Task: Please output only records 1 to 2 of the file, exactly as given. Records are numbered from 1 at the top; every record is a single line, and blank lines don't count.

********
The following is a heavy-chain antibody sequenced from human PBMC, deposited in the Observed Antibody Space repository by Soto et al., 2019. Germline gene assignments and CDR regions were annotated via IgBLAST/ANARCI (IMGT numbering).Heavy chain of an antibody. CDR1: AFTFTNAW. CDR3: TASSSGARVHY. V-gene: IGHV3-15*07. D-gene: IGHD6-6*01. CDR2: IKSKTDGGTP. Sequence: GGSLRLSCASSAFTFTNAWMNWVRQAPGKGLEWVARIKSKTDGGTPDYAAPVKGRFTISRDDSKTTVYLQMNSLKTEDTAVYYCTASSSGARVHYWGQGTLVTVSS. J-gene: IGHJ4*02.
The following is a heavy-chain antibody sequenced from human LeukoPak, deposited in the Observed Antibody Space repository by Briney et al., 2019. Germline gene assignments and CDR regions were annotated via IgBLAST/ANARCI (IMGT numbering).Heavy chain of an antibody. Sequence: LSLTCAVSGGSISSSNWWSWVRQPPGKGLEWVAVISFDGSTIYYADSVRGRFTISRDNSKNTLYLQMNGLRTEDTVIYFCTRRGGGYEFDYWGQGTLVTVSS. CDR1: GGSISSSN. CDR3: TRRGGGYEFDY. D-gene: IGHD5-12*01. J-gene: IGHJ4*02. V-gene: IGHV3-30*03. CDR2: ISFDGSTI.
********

The following is a heavy-chain antibody sequenced from human PBMC, deposited in the Observed Antibody Space repository by Soto et al., 2019. Germline gene assignments and CDR regions were annotated via IgBLAST/ANARCI (IMGT numbering).Heavy chain of an antibody. CDR1: AFTFTNAW. CDR3: TASSSGARVHY. V-gene: IGHV3-15*07. D-gene: IGHD6-6*01. CDR2: IKSKTDGGTP. Sequence: GGSLRLSCASSAFTFTNAWMNWVRQAPGKGLEWVARIKSKTDGGTPDYAAPVKGRFTISRDDSKTTVYLQMNSLKTEDTAVYYCTASSSGARVHYWGQGTLVTVSS. J-gene: IGHJ4*02.
The following is a heavy-chain antibody sequenced from human LeukoPak, deposited in the Observed Antibody Space repository by Briney et al., 2019. Germline gene assignments and CDR regions were annotated via IgBLAST/ANARCI (IMGT numbering).Heavy chain of an antibody. Sequence: LSLTCAVSGGSISSSNWWSWVRQPPGKGLEWVAVISFDGSTIYYADSVRGRFTISRDNSKNTLYLQMNGLRTEDTVIYFCTRRGGGYEFDYWGQGTLVTVSS. CDR1: GGSISSSN. CDR3: TRRGGGYEFDY. D-gene: IGHD5-12*01. J-gene: IGHJ4*02. V-gene: IGHV3-30*03. CDR2: ISFDGSTI.